Ensuring better patient outcomes through quality waived testing

Feb. 19, 2015

Waived testing—simple tests performed at the point of care that are “waived” from most federal and state oversight under the Clinical Laboratory Improvement Amendments of 1988 (CLIA 88)—is on the rise, and with it, the potential for quality problems.

Since 1993, the number of CLIA-waived tests has increased from just nine test analytes and 203 waived testing systems to 120 waived analytes and more than 4,000 waived testing systems. Waived tests are now used to detect everything from HIV, drug abuse, glucose levels, pregnancy, and Lyme disease, to infectious diseases such as influenza A and B and many others.

Waived tests have traditionally been considered to have little or no potential to cause patient harm. They are not complicated to perform, and they can be administered by individuals with little or no laboratory background or specialized training. These traditional expectations of waived tests, combined with their growing prevalence, pose a risk that testing sites may become complacent about following quality guidelines for waived tests.

But research shows that when workers fail to adhere to such basic instructions as following the directions in manufacturers’ inserts that accompany waived tests, testing errors can and do occur—and patient care may be impacted.

In a white paper entitled “Federal Government Questions Quality in Waived Testing,” COLA documented some of the errors detected at waived testing sites in the United States. According to the research, a persistent percentage of Certificate of Waiver sites do not meet minimal requirements to ensure quality testing. For example, more than 30 percent of the sites studied do not routinely follow manufacturers’ product inserts; perform Quality Control testing as specified by manufacturers’ instructions; or perform confirmatory testing, as required by the manufacturer and approved by the U.S. Food and Drug Administration (FDA). Moreover, the research showed that most waived laboratory directors and testing personnel did not have formal laboratory training or testing experience, and that there is a high level of turnover of waived testing personnel.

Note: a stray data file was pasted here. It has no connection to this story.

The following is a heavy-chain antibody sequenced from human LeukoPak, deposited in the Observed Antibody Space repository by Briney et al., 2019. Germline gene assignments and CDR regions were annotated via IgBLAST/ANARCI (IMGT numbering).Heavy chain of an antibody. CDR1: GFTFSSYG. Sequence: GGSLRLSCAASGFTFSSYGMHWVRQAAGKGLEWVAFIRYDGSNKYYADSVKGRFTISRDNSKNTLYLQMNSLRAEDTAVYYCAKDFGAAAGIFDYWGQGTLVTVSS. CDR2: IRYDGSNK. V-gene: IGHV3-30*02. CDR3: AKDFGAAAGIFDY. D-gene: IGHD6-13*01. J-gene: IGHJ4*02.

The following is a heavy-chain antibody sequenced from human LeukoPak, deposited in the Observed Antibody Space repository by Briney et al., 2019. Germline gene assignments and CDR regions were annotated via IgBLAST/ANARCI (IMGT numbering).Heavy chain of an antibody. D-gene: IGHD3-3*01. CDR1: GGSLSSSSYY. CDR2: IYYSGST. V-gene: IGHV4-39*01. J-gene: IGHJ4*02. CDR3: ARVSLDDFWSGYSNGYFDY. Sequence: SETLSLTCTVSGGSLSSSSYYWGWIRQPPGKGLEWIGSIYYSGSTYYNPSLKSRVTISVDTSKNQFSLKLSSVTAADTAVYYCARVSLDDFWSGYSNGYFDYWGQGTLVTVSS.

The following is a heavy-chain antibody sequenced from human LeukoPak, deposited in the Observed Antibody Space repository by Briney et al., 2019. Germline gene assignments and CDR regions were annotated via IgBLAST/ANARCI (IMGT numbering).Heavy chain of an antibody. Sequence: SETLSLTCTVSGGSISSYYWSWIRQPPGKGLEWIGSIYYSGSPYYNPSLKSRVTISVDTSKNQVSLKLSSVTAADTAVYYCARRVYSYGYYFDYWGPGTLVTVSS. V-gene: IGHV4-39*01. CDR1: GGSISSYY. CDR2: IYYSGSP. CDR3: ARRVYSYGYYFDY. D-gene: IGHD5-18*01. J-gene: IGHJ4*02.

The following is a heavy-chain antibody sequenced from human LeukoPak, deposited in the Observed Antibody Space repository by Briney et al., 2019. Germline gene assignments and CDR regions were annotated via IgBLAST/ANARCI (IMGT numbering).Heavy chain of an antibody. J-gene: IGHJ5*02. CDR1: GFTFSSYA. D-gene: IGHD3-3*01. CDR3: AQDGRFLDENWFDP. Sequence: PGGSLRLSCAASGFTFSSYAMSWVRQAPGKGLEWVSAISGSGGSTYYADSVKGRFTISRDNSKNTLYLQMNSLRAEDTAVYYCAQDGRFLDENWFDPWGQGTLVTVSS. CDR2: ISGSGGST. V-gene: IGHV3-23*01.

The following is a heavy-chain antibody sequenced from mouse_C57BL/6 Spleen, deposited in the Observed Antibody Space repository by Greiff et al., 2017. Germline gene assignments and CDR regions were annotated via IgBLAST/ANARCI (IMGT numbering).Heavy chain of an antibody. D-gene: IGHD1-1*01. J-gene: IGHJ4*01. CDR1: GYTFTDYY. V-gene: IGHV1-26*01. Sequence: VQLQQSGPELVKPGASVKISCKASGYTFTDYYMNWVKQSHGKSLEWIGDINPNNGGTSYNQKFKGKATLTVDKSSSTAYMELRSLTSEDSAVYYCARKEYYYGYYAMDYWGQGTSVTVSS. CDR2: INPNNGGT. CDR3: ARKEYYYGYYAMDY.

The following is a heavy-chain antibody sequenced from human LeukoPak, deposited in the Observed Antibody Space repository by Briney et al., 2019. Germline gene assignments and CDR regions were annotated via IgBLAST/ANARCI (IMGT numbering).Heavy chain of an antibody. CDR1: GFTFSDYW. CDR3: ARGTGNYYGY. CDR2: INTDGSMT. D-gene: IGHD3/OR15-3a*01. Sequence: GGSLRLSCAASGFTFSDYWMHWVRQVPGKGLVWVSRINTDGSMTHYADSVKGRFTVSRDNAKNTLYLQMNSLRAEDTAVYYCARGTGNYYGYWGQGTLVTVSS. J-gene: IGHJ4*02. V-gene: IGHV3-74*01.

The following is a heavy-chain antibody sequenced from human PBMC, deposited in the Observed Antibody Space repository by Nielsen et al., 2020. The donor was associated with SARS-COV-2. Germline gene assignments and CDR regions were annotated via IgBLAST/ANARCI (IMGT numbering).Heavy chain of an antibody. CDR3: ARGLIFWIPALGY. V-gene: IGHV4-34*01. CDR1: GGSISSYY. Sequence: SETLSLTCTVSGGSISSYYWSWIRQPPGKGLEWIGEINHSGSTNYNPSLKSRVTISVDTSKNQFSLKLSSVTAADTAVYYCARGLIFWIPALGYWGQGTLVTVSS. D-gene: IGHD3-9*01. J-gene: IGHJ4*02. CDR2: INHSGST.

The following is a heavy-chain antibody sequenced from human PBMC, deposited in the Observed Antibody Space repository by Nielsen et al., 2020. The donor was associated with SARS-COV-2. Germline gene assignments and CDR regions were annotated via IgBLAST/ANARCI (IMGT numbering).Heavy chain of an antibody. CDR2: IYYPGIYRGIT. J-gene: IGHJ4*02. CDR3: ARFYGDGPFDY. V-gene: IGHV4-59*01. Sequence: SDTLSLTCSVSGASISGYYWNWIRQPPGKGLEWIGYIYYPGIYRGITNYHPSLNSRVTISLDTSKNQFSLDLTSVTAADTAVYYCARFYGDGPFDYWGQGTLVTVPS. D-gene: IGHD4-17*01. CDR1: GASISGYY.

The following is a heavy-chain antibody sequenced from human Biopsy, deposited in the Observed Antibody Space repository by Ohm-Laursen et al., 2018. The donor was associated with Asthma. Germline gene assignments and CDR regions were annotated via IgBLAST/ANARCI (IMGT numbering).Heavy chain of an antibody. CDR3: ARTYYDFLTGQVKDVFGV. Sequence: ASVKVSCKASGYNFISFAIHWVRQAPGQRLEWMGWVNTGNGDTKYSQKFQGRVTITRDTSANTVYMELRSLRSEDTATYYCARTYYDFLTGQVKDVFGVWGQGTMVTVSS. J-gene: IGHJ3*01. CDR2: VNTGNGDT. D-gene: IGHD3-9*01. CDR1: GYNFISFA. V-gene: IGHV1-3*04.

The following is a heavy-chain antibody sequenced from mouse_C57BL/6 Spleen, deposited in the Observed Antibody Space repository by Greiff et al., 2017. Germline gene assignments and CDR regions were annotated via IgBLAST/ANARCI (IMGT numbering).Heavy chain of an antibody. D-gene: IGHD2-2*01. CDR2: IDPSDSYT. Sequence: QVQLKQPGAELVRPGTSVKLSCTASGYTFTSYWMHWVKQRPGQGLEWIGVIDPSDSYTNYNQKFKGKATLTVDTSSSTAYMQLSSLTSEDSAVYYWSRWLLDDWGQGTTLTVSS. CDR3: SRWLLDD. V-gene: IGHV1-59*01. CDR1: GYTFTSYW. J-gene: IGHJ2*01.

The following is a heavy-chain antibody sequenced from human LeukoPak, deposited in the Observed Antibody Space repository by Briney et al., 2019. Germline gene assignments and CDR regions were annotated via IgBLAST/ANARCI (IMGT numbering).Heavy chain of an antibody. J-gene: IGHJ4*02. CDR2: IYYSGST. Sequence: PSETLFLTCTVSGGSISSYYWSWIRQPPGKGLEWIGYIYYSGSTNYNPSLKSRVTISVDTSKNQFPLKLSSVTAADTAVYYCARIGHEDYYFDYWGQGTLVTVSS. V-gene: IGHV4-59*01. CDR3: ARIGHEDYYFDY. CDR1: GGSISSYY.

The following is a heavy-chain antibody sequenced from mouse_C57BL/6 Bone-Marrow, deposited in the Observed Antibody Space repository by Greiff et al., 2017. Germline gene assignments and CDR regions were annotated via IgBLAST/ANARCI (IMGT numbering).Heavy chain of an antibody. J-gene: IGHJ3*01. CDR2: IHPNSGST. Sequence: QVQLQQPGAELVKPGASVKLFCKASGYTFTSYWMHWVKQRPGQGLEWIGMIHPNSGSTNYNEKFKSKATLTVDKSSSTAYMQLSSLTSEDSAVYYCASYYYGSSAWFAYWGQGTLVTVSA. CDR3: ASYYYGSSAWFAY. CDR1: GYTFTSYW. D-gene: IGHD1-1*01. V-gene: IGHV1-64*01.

You may be asking “Are stringent quality measures really necessary when it comes to performing such simple tests?” Think of it this way: more than 70 percent of the nearly 235,000 laboratory testing sites in the United States have a Certificate of Waiver. That means that more than 165,000 labs have little to no federal regulatory oversight in the performance of their work, which ultimately impacts millions of patients across the United States.

The reality is that regardless of the complexity of the test being performed and the level of training possessed by the person doing the testing, maintaining and following the highest quality standards should always be a top priority.

There also is mounting evidence that counters the popular notion that errors in waived testing can cause no harm. For example, last May, one major global diagnostic device and services provider which focuses on rapid point-of-care diagnostics initiated a product recall for a waived testing product used to measure blood clotting time in patients on warfarin, following alleged errors that resulted in nine adverse patient outcomes, including three deaths.

Additionally, the FDA reported 100 deaths associated with potential glucose meter inaccuracies between 1992 and 2009 and 12,672 serious injuries from 2004 to 2008.

COLA believes that more education is needed for Certificate of Waiver site directors and testing personnel, stressing the importance of following manufacturers’ instructions, adhering to expiration dates, performing Quality Control testing, and proper documentation and recordkeeping. Studies show that increased educational outreach—combined with CMS’s random surveillance of Certificate of Waiver sites—has an impact on the performance of waived sites.

There are a wide variety of educational resources available for waived labs from CMS and other resources. COLA offers a comprehensive Waived Testing Manual, online courses, and other waived testing materials.

COLA also has begun documenting examples of adverse patient outcomes resulting from waived testing errors. We encourage our allied health partners and other stakeholders in government and industry to also be vigilant about such errors. The more data we can track, the easier it will be to advocate for the importance of education.

By encouraging the widespread use of educational tools by waived labs everywhere, laboratory and medical industry leaders, manufacturers, states, the Centers for Disease Control and Prevention (CDC), Centers for Medicare and Medicaid Services (CMS), and other stakeholders will be able to proactively manage this important healthcare issue.